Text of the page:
Tag Archives: new icebreaker

On the rocks

So China just launched their first domestically-produced icebreaker, joining a c.1994 Russian-built unit, the 21,000-ton Xue Long (Snow Dragon) previously purchased to double the size of their fleet operating on their new “Polar Silk Road.”

Xue Long II

Named Xue Long 2 (way to branch out) the new 14,000-ton ship is larger than our only true polar icebreaker, USCGC Polar Star, not to mention being about 50-years newer.

Meanwhile, Canada last month picked up a trio of new (to them) medium icebreakers from commercial trade for a song from a company in Sweden. Commissioned into the Canadian Coast Guard, they will revitalize that force until new purpose-built ships can be made.

The new-ish Canadian breakers, soon to be painted red and white

Good thing the USCG isn’t having a problem getting new, modern breakers through Congress.

Oh, wait.

Bonus: Why icebreaking matters, from Matt Hein, a Surface Warfare Officer currently studying for his Masters in Security Studies at Georgetown University.

USCG awards not 1 or 2 or 3 but 5 (five!) contracts for heavy polar icebreaker industry studies

USCGC Southwind (WAGB-280) at anchor probably in the vicinity of San Pedro, CA., in July 1944 sometime before or after her commissioning on 15 July 1944. Photo by Navsource

USCGC Southwind (WAGB-280) at anchor probably in the vicinity of San Pedro, CA., in July 1944 sometime before or after her commissioning on 15 July 1944. Photo by Navsource

This just in:

The U.S. Coast Guard awarded five firm fixed-price contracts for heavy polar icebreaker design studies and analysis Wednesday. The contracts were awarded to the following recipients: Bollinger Shipyards, LLC, Lockport, Louisiana; Fincantieri Marine Group, LLC, Washington, District of Columbia; General Dynamics/National Steel and Shipbuilding Company, San Diego, California; Huntington Ingalls, Inc., Pascagoula, Mississippi; and VT Halter Marine, Inc., Pascagoula, Mississippi. The combined total value of the awards is approximately $20 million.
The objective of the studies are to identify design and systems approaches to reduce acquisition cost and production timelines. In addition to a requirement to develop heavy polar icebreaker designs with expected cost and schedule figures, the contracts require: the awardees to examine major design cost drivers; approaches to address potential acquisition, technology, and production risks; and benefits associated with different types of production contract types.

The heavy polar icebreaker integrated program office, staffed by Coast Guard and U.S. Navy personnel, will use the results of the studies to refine and validate the draft heavy polar icebreaker system specifications. The use of design studies is an acquisition best practice influenced by the Navy’s acquisition experience with the Landing Craft, Utility (LCU) amphibious transport ship and T-AO(X) fleet oiler, which are being acquired under accelerated acquisition schedules.

“These contracts will provide invaluable data and insight as we seek to meet schedule and affordability objectives,” said Rear Adm. Michael Haycock, the Coast Guard’s Director of Acquisition Programs and Program Executive Officer. “Our nation has an urgent need for heavy polar icebreaking capability. We formed an integrated program office with the Navy to take advantage of their shipbuilding experience. This puts us in the best possible position to succeed in this important endeavor,” said Haycock.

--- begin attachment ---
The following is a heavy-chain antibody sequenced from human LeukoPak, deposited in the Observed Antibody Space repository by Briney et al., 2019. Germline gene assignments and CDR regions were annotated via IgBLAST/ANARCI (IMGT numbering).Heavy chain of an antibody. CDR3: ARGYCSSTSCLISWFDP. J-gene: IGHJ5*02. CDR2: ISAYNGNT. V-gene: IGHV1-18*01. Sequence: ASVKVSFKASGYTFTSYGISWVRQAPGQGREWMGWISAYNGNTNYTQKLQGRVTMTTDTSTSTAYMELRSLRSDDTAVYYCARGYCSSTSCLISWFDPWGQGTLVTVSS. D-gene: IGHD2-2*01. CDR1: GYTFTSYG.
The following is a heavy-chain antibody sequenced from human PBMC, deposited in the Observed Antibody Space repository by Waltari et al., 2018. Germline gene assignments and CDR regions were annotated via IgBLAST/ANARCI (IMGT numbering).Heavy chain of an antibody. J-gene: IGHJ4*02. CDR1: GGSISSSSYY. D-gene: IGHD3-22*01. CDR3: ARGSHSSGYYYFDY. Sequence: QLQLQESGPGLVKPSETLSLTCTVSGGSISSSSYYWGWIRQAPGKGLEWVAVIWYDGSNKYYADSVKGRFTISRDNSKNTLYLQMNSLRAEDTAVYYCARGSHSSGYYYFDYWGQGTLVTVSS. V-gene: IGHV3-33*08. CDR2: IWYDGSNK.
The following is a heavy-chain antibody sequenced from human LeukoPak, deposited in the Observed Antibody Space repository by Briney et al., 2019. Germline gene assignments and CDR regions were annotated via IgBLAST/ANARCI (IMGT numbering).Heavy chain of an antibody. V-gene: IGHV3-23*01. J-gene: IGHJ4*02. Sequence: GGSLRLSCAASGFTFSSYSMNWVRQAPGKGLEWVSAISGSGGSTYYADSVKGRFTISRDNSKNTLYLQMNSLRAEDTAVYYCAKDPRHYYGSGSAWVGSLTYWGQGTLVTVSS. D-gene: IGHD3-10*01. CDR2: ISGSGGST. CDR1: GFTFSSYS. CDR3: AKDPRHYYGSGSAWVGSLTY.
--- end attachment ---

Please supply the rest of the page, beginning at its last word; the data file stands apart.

“The Navy is committed to the success of the heavy icebreaker program and is working collaboratively with our Coast Guard counterparts to develop a robust acquisition strategy that drives affordability and competition, while strengthening the industrial base,” said Jay Stefany, Executive Director, Amphibious, Auxiliary and Sealift Office, Program Executive Office, Ships. “Our ability to engage early with our industry partners will be critical to delivering this capability to our nation,” said Stefany.

The studies are expected to take 12 months to complete, with study results provided incrementally during that time. The Coast Guard plans to release a draft request for proposals (RFP) for detail design and construction by the end of fiscal year 2017, followed by release of the final RFP in fiscal year 2018. The Integrated Program Office plans to award a single contract for design and construction of the lead heavy polar icebreaker in fiscal year 2019, subject to appropriations.

For more information: Polar Icebreaker program page

Congress finally approved both a polar and another Great Lakes icebreaker

If you have read this insipid blog long enough you know that I am a fan of icebreakers (the ships, not the chat-up)  and bemoaned the long-running lack of such vessels in U.S. maritime service.

Well it seems Congress is finally doing something about it.

"A Coast Guard Icebreaker  on patrol in the Antarctic, moves through the ice floe." WAGB Southwind by Thomas Carr (ID# 87112) USCG Image. (Click to bigup, very nice image)

“A Coast Guard Icebreaker on patrol in the Antarctic, moves through the ice floe.” WAGB Southwind by Thomas Carr (ID# 87112) USCG Image. (Click to bigup, very nice image)

The Coast Guard Authorization Act of 2015  passed by voice vote in the U.S. House of Representatives on Monday, Feb. 1, approving a bill the Senate passed in December. It now moves to President Barack Obama’s desk for a signature.

As part of the $1.9 billion included with the bill is money for a new polar icebreaker and one for the Great Lakes.

“This bipartisan bill authorizes the Coast Guard for two years and strengthens its ability to recapitalize an aging fleet of cutters and aircraft that are decades past their prime,” said Rep. Duncan Hunter, R-California.

Now hold your breath and wait for the ships to pop out, which may be a totally different thing altogether.